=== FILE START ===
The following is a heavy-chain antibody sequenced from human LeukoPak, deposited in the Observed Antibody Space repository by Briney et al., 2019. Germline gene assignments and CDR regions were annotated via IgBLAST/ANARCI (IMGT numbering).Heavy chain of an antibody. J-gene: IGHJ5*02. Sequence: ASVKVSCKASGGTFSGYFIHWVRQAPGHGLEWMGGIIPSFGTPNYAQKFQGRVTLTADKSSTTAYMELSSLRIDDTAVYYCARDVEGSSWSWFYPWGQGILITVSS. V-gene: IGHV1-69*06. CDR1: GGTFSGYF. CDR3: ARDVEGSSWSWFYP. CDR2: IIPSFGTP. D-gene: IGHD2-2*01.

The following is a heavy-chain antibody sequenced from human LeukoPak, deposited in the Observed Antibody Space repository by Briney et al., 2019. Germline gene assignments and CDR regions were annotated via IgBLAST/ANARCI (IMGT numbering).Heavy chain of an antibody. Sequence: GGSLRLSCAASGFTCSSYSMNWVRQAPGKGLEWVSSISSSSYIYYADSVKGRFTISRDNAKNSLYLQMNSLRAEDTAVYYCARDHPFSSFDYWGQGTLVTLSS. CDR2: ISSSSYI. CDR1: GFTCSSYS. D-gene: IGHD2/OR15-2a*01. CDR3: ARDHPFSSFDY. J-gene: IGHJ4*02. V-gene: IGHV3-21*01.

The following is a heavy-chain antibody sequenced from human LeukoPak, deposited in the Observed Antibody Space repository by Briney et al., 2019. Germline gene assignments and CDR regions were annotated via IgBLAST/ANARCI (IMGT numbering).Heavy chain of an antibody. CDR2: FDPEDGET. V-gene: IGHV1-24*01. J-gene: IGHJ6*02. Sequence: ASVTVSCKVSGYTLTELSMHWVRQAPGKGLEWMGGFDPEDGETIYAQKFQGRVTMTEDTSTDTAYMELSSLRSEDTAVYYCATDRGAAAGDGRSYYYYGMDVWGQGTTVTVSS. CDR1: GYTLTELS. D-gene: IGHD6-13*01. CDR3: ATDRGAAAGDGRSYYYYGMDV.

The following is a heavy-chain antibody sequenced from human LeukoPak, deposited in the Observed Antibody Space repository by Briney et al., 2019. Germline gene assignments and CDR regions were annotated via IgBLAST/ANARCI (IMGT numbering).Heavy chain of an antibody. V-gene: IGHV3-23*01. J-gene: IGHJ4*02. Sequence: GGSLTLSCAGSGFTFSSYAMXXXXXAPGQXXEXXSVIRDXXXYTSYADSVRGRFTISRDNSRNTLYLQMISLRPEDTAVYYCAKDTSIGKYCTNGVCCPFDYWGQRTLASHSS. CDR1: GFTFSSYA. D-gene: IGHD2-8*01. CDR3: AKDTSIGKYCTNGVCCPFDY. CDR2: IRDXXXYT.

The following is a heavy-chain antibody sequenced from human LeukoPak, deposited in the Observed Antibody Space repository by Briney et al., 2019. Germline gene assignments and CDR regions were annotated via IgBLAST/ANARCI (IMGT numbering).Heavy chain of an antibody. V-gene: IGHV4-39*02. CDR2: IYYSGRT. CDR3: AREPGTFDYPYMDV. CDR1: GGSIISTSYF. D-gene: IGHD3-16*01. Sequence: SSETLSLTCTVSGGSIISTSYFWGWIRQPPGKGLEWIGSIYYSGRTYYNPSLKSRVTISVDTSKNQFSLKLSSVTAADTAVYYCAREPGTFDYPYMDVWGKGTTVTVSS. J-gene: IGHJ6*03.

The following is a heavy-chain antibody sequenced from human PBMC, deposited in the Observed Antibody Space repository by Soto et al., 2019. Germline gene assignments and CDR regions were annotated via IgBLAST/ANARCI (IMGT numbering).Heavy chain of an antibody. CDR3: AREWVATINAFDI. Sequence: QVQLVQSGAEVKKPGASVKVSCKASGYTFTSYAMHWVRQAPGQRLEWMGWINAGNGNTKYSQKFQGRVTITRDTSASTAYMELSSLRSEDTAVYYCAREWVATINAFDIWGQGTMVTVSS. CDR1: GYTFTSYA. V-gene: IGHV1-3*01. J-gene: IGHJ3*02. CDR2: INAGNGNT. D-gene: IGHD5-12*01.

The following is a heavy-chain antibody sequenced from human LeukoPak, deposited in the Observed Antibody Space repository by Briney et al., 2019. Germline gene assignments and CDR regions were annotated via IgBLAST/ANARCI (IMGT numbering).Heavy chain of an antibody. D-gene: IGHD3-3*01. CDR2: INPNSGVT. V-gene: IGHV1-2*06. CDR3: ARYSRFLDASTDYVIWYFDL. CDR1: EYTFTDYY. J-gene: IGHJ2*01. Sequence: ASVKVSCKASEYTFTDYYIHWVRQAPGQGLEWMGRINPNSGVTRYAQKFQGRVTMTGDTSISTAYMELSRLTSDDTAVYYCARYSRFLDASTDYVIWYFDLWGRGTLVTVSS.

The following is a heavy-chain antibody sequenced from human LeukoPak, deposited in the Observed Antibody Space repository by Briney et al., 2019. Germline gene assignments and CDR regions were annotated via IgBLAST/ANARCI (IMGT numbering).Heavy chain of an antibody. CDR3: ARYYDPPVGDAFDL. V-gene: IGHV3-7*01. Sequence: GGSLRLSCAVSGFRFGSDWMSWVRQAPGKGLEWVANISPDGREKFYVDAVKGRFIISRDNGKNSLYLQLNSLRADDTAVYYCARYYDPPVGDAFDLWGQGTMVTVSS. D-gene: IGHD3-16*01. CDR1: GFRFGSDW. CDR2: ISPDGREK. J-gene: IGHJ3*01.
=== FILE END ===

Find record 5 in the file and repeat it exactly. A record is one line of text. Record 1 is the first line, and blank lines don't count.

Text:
The following is a heavy-chain antibody sequenced from human LeukoPak, deposited in the Observed Antibody Space repository by Briney et al., 2019. Germline gene assignments and CDR regions were annotated via IgBLAST/ANARCI (IMGT numbering).Heavy chain of an antibody. V-gene: IGHV4-39*02. CDR2: IYYSGRT. CDR3: AREPGTFDYPYMDV. CDR1: GGSIISTSYF. D-gene: IGHD3-16*01. Sequence: SSETLSLTCTVSGGSIISTSYFWGWIRQPPGKGLEWIGSIYYSGRTYYNPSLKSRVTISVDTSKNQFSLKLSSVTAADTAVYYCAREPGTFDYPYMDVWGKGTTVTVSS. J-gene: IGHJ6*03.